Rafe had never met a truly irresistible woman, until he met Liberty.

Libby has the kind of beauty that comes on slow—strikes a guy the longer he looks. And Rafe sure is having a fine time looking, and touching, and loving Liberty Starr.

The only problem is that Rafe is pretending to be just another cowboy down on his luck. Working for the FBI, he’s come to Stone Hill, Colorado, to investigate the man Libby loves like a father.

He was just another cowboy.

Free-spirited Libby offers him a job and a place to stay. Together they spark like wildfire, their intense passion filling their days and nights. But Rafe is only in town for the summer, and while Liberty is willing to risk her heart, secrets threaten any possibility of a future together…

Hi Everyone,

What’s in a name? Grant is my nom de plume. I took it because I love my last name, but almost no one can say it (even though it’s not difficult), only a handful can spell it, and no one ever remembers it. None of which bodes very well for an author!

Then one day I met someone who understood my name intimately…

I was at the airport standing in one of those interminable security lines with my license and ticket in one hand, my carry-on luggage in the other, mentally rehearsing… okay, first I have to get past the ticket-and-license checker guy. Then I have to do the one-handed strip-and-unload routine … shoes come off, jacket comes off, belt comes off, watch comes off, and by now I’m hoping to God I remembered not to wear an underwire. Then it’s all about freeing my laptop from its zippered prison (still, one-handed), and pulling out my clear plastic bag full of 3-oz.-or-less items—without being trampled by the *enthusiastic* travelers behind me.


Aren’t these the acrobatics we go through while holding onto our license and boarding ticket?

The reason I do a mental rehearsal like this is because a) it passes the time, and b) I don’t like to hold people up behind me.

So, I was deep into my ‘process’ when I reached the ticket-and-license checker guy. He looked at my license a long time, and then my ticket, and then my license again. I could feel the guy behind me blowing his hot breath down my neck (thank you impatient guy with hot breath).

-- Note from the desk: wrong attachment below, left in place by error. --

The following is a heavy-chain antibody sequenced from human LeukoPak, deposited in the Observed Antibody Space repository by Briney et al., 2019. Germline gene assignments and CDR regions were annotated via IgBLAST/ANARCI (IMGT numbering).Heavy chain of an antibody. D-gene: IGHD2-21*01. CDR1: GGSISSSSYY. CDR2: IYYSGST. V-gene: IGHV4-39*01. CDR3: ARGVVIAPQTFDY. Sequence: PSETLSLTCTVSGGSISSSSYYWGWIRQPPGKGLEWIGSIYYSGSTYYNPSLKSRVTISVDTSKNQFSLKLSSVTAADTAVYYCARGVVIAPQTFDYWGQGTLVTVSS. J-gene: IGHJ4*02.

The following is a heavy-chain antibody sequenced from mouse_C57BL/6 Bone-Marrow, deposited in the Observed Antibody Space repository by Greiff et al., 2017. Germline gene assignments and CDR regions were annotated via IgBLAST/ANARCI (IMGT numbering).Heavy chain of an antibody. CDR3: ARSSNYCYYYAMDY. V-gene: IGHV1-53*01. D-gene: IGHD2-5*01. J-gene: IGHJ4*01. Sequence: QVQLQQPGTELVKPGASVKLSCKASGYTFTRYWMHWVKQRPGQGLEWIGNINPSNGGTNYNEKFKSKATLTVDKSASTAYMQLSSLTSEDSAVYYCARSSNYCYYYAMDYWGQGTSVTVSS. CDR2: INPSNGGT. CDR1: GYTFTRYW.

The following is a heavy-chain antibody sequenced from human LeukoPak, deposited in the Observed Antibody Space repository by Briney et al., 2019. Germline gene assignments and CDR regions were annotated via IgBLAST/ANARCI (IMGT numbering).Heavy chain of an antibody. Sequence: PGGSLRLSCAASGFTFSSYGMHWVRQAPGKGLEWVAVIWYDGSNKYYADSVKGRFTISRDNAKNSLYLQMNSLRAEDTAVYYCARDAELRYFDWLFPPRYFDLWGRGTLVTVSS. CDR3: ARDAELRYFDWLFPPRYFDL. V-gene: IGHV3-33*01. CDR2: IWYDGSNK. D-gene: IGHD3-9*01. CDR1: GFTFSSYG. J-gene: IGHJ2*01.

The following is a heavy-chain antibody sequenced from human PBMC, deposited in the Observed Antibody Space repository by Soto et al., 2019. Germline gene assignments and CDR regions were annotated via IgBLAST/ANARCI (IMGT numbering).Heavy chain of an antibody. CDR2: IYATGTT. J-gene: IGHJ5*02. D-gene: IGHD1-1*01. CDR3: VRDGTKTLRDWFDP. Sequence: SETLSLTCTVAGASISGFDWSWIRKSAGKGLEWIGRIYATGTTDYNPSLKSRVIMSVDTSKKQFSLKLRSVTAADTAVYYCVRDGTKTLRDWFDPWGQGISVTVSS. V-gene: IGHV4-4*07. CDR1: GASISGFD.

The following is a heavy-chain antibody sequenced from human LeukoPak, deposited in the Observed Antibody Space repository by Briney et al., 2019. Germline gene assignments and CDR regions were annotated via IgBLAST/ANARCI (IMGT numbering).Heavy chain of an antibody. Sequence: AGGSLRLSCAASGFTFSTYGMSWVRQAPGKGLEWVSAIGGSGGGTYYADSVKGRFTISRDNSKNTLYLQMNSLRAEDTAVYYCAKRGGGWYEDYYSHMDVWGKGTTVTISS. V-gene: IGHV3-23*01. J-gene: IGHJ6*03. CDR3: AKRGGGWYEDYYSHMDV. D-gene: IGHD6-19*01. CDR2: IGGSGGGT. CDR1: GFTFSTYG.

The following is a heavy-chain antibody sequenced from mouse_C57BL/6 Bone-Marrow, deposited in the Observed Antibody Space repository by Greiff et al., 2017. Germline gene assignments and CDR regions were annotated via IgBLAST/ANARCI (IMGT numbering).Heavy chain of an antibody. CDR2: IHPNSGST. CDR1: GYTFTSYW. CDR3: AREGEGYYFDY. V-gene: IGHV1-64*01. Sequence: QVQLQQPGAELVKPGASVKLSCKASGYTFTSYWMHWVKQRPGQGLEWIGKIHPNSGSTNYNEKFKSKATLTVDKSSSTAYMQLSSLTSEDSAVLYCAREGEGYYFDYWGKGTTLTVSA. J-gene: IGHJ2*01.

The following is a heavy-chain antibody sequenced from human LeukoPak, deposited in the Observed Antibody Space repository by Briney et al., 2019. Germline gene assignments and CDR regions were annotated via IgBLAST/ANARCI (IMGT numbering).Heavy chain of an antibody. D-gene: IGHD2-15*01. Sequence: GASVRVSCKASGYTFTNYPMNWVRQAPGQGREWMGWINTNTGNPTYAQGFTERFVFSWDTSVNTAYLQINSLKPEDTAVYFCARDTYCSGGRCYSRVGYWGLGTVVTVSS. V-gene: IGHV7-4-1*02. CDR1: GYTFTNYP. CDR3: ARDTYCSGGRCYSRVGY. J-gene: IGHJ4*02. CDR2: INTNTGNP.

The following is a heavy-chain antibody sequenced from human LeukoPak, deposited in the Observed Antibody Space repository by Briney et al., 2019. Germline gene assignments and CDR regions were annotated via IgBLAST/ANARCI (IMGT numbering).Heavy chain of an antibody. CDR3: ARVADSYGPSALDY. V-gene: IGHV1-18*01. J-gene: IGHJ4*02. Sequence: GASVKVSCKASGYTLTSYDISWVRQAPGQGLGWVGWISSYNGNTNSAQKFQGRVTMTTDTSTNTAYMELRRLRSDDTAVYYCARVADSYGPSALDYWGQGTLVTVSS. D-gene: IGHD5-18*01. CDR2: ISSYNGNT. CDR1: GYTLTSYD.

Finally, the ticket-and-license checker guy said in a heavy German accent, “You have a German last name.”

I bobbed my head and smiled inanely. (I’m a pleaser when it comes to airport authority types.)

“It’s a very good last name. Very old.”

More head bobbing.

“Not so many have that name anymore.”

Still smiling.

“Were you born with that name or did you acquire it?”

For most people, this would have been a one-word answer. But oh, no… not me. “Actually, a little of both.”

Suddenly, he looked concerned. Like I might have just confessed to illegal activity.

“How do you mean this ‘a little of both’?”

“It was my mother’s maiden name. I took it when she was dying because she was the last of the line.”

He grinned at me as if I’d given him a most brilliant answer. “A very good name, your family name. You may go now. No, wait!”

<sigh> So close!

The hot breath impatient guy slammed into me. The ticket-and-license checker guy glared at him, and then swung his attention back to me.

“Do you know what your family name means?”

I was afraid I was going to disappoint him. “Not entirely. Something about a field?”

He smiled broadly. “Very good. In your language it would be Deerfield. So, now you know.”

As I was walking away he called after me, “I should know. I married a Deerfield. She looks a little like you.”

This is the only time (outside my family) that anyone has ever shown an interest in or knowledge of my last name.

I might have chosen ‘Deerfield’ instead of ‘Grant’ for my nom de plume if I’d known the translation, prior to the debut of my contemporary cowboy romance, LIBERTY STARR. And, I might not have chosen ‘Grant’ if I’d realized that an erotic British celeb by the same name (Rebecca Grant) had the Internet domain; which is why I go by Rebecca E. Grant, and sometimes ‘not-the-erotic-British-celeb-Rebecca Grant’… J

As part of my research for my next novel, I’d love to hear your answers to the following questions:

  • How important is your family name to you?
  • What do you think about the use of a pseudonym for authors (not for the hot guy you just met)
  • Finally, who would you rather read about as a hero, and why:
  1. a cowboy,
  2. a celebrity
  3. a lumberjack?


Thanks for your comments. You can find me at any of the following:



Twitter: @RebeccaEGrant



And, if you pick up a copy of LIBERTY STARR, I hope you’ll let me know what you thought of it. Email me at: Rebecca@RebeccaEGrant.com

Rebecca E. Grant

Love is Unstoppable!

LIBERTY STARR I Contemporary Cowboy Romance

Carina Press¾June 14, 2010